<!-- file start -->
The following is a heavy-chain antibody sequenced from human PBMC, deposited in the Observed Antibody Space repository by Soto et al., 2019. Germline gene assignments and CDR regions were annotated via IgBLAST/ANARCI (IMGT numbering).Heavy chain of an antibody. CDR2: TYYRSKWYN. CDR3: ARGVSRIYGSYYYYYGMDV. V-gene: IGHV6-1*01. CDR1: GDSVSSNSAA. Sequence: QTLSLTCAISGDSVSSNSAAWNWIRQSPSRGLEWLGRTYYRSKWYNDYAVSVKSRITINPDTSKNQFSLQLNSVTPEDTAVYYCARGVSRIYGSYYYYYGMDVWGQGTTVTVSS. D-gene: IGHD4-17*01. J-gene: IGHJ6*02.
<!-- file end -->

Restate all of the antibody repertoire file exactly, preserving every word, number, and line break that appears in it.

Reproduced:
The following is a heavy-chain antibody sequenced from human PBMC, deposited in the Observed Antibody Space repository by Soto et al., 2019. Germline gene assignments and CDR regions were annotated via IgBLAST/ANARCI (IMGT numbering).Heavy chain of an antibody. CDR2: TYYRSKWYN. CDR3: ARGVSRIYGSYYYYYGMDV. V-gene: IGHV6-1*01. CDR1: GDSVSSNSAA. Sequence: QTLSLTCAISGDSVSSNSAAWNWIRQSPSRGLEWLGRTYYRSKWYNDYAVSVKSRITINPDTSKNQFSLQLNSVTPEDTAVYYCARGVSRIYGSYYYYYGMDVWGQGTTVTVSS. D-gene: IGHD4-17*01. J-gene: IGHJ6*02.